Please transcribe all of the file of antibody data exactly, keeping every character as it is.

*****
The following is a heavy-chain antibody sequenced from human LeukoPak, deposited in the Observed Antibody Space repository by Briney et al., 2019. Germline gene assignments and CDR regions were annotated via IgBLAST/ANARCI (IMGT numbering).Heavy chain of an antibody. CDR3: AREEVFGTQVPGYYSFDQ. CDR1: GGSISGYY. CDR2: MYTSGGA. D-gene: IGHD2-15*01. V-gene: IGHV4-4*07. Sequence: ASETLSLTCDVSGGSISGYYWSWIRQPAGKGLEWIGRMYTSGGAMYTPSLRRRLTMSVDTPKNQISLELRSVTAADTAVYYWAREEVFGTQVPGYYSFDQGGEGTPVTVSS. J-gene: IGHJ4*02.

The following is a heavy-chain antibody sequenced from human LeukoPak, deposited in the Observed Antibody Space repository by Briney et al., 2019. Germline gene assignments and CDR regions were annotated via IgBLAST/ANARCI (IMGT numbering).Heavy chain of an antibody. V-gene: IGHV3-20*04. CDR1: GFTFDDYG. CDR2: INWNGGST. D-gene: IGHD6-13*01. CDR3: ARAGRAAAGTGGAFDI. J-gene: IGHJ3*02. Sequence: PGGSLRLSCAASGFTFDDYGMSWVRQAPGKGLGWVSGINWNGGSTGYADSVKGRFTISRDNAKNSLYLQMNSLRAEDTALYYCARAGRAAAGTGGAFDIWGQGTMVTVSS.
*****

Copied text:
The following is a heavy-chain antibody sequenced from human LeukoPak, deposited in the Observed Antibody Space repository by Briney et al., 2019. Germline gene assignments and CDR regions were annotated via IgBLAST/ANARCI (IMGT numbering).Heavy chain of an antibody. CDR3: AREEVFGTQVPGYYSFDQ. CDR1: GGSISGYY. CDR2: MYTSGGA. D-gene: IGHD2-15*01. V-gene: IGHV4-4*07. Sequence: ASETLSLTCDVSGGSISGYYWSWIRQPAGKGLEWIGRMYTSGGAMYTPSLRRRLTMSVDTPKNQISLELRSVTAADTAVYYWAREEVFGTQVPGYYSFDQGGEGTPVTVSS. J-gene: IGHJ4*02.

The following is a heavy-chain antibody sequenced from human LeukoPak, deposited in the Observed Antibody Space repository by Briney et al., 2019. Germline gene assignments and CDR regions were annotated via IgBLAST/ANARCI (IMGT numbering).Heavy chain of an antibody. V-gene: IGHV3-20*04. CDR1: GFTFDDYG. CDR2: INWNGGST. D-gene: IGHD6-13*01. CDR3: ARAGRAAAGTGGAFDI. J-gene: IGHJ3*02. Sequence: PGGSLRLSCAASGFTFDDYGMSWVRQAPGKGLGWVSGINWNGGSTGYADSVKGRFTISRDNAKNSLYLQMNSLRAEDTALYYCARAGRAAAGTGGAFDIWGQGTMVTVSS.